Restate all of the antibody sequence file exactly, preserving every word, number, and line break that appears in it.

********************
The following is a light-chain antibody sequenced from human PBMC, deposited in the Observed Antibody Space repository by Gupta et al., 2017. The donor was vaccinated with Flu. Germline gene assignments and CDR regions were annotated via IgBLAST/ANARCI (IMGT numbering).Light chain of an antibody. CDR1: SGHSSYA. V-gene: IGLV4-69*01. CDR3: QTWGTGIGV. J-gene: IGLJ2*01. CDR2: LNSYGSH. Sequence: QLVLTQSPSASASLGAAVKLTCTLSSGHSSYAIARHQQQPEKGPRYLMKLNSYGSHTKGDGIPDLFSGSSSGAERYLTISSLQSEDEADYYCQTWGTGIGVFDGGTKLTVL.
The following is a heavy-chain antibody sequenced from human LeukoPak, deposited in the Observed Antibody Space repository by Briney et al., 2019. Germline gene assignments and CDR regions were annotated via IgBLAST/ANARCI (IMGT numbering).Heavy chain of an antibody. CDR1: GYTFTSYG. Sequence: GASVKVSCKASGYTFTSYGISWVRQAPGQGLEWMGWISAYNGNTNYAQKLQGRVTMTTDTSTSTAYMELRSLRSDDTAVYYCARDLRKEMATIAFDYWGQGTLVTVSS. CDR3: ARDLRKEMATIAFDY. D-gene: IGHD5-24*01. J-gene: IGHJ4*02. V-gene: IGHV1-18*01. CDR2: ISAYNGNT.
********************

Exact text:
The following is a light-chain antibody sequenced from human PBMC, deposited in the Observed Antibody Space repository by Gupta et al., 2017. The donor was vaccinated with Flu. Germline gene assignments and CDR regions were annotated via IgBLAST/ANARCI (IMGT numbering).Light chain of an antibody. CDR1: SGHSSYA. V-gene: IGLV4-69*01. CDR3: QTWGTGIGV. J-gene: IGLJ2*01. CDR2: LNSYGSH. Sequence: QLVLTQSPSASASLGAAVKLTCTLSSGHSSYAIARHQQQPEKGPRYLMKLNSYGSHTKGDGIPDLFSGSSSGAERYLTISSLQSEDEADYYCQTWGTGIGVFDGGTKLTVL.
The following is a heavy-chain antibody sequenced from human LeukoPak, deposited in the Observed Antibody Space repository by Briney et al., 2019. Germline gene assignments and CDR regions were annotated via IgBLAST/ANARCI (IMGT numbering).Heavy chain of an antibody. CDR1: GYTFTSYG. Sequence: GASVKVSCKASGYTFTSYGISWVRQAPGQGLEWMGWISAYNGNTNYAQKLQGRVTMTTDTSTSTAYMELRSLRSDDTAVYYCARDLRKEMATIAFDYWGQGTLVTVSS. CDR3: ARDLRKEMATIAFDY. D-gene: IGHD5-24*01. J-gene: IGHJ4*02. V-gene: IGHV1-18*01. CDR2: ISAYNGNT.